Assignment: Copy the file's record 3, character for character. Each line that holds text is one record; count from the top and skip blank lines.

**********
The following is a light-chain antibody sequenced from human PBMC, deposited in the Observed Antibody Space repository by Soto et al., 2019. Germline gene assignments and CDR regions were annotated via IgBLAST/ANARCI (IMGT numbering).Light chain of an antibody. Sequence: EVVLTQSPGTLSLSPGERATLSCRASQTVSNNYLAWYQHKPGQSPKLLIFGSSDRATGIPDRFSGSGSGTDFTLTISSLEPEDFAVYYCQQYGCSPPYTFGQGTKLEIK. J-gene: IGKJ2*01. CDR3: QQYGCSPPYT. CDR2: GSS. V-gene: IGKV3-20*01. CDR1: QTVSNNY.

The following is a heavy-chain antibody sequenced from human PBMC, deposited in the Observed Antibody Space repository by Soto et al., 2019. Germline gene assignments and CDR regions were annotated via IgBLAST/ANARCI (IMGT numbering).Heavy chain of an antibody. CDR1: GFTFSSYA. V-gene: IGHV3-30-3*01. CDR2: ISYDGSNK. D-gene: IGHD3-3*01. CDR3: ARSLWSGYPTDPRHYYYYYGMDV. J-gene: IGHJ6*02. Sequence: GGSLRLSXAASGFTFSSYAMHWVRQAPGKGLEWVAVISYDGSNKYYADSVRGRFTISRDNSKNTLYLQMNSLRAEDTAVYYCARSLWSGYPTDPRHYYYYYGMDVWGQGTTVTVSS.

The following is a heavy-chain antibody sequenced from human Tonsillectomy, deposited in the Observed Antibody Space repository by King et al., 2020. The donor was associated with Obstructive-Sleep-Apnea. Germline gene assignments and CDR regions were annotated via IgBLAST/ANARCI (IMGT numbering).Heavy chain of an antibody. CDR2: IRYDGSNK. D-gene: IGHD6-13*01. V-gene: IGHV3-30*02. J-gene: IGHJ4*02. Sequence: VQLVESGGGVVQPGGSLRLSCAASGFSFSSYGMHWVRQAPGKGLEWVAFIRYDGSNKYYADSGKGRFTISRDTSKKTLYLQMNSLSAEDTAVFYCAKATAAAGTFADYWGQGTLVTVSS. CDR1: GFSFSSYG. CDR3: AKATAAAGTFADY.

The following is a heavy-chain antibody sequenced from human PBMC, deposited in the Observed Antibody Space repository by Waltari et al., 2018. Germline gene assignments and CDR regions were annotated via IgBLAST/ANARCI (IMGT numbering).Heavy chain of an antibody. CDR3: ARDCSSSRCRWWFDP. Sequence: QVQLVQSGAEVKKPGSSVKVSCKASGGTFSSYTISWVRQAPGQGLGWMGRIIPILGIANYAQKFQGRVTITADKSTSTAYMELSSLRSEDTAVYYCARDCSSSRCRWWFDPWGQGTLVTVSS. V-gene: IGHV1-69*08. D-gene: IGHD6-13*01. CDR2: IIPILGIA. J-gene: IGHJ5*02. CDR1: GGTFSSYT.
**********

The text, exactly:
The following is a heavy-chain antibody sequenced from human Tonsillectomy, deposited in the Observed Antibody Space repository by King et al., 2020. The donor was associated with Obstructive-Sleep-Apnea. Germline gene assignments and CDR regions were annotated via IgBLAST/ANARCI (IMGT numbering).Heavy chain of an antibody. CDR2: IRYDGSNK. D-gene: IGHD6-13*01. V-gene: IGHV3-30*02. J-gene: IGHJ4*02. Sequence: VQLVESGGGVVQPGGSLRLSCAASGFSFSSYGMHWVRQAPGKGLEWVAFIRYDGSNKYYADSGKGRFTISRDTSKKTLYLQMNSLSAEDTAVFYCAKATAAAGTFADYWGQGTLVTVSS. CDR1: GFSFSSYG. CDR3: AKATAAAGTFADY.